• Michael McCurdy

    I have discovered that I have been too insecure to listen to people. I have been too self-focused and filled with anxiety about my own life to really care about what others are going through. But I WANT to care! And I feel terrible about not being available for God to use me to minister to others like Christ. The answer, of course, involves a healthy relationship with Christ. As I learn to trust Him with all the things that cause anxiety and walk in obedience, I am able to be a better listener. Finding true rest in our Lord allows us to focus on others without all these other “programs” running in the background.

  • Gloria

    I am finding myself so easily offended by my husband! I usually do the listening, and that’s ok…he is one of the most observant people I know. He loves nature, wildlife, outdoors – and so do I, very much. When I am trying to tell him something, though, he will interrupt like “Look at that!” “Did you see that?”. I know he just wants me not to miss, but it makes me feel like what I say is not important enough to listen to. Then I get hurt and withdraw from the conversation. I need to be able to say something, early on, beforfe I am ‘gone’ in my hurt and have to fight back out of it.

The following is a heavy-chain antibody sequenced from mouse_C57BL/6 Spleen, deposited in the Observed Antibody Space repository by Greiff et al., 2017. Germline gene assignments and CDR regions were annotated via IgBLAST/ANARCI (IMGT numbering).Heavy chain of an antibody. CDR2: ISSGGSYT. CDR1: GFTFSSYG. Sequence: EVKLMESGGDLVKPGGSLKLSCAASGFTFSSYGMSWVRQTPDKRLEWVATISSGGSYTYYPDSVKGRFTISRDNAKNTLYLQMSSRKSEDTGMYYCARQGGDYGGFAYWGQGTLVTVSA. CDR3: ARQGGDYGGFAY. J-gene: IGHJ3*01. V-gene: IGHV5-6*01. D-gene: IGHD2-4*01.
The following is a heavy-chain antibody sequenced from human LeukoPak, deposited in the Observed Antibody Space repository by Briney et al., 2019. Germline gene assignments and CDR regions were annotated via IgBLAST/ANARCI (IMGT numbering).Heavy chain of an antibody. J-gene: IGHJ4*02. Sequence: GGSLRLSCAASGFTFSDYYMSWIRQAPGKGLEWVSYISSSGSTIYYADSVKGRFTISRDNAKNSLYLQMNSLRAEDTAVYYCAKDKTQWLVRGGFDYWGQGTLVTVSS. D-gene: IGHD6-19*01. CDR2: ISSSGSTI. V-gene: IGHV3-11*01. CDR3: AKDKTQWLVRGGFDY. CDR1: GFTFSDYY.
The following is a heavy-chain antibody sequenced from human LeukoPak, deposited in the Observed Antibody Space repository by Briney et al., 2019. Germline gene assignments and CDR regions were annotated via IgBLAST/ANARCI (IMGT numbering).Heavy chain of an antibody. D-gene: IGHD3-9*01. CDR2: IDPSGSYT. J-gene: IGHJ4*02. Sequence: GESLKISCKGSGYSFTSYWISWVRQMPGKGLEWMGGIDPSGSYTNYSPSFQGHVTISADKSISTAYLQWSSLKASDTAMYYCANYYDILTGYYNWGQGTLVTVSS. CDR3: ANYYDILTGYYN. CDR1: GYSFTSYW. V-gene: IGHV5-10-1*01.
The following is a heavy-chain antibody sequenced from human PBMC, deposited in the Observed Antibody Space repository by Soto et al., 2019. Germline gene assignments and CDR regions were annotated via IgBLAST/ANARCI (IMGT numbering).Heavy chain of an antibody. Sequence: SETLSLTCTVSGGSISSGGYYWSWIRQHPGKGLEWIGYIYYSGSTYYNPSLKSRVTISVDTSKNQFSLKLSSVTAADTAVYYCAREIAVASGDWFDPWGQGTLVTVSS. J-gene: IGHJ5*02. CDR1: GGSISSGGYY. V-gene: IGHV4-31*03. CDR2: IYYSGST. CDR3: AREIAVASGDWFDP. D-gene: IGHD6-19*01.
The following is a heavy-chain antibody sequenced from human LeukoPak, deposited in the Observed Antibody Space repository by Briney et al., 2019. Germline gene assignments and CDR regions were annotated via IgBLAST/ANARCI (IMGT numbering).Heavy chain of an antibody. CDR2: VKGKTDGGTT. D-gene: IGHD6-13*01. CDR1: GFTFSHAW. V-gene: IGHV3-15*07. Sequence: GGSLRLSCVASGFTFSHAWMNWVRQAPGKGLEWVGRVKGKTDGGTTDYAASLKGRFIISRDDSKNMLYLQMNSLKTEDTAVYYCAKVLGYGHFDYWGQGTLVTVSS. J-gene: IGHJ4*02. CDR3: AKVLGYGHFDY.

• Mary

    This is an area where my husband and I have had many conflicts, and I am the guilty party. I want to be a good listener. Like you, I don’t multitask well, and need to make sure I give undivided attention to what he is saying. Too often I find myself “skipping ahead” to my response, or being distracted and lagging behind, thus missing the end of his comments. Thank you for this article.

  • Dan White

    Could not the wife waited the 5 minutes you needed to finish your project? Then you could have given her your full attention and both of you would not have needed to spend the afternoon resolving a problem she created.

    • This would have been great if I had asked her for this. It’s my responsibility to know and to ask for what I need from her. If I expect her to be the one who is doing the work of meeting and managing my expectations, problems happen.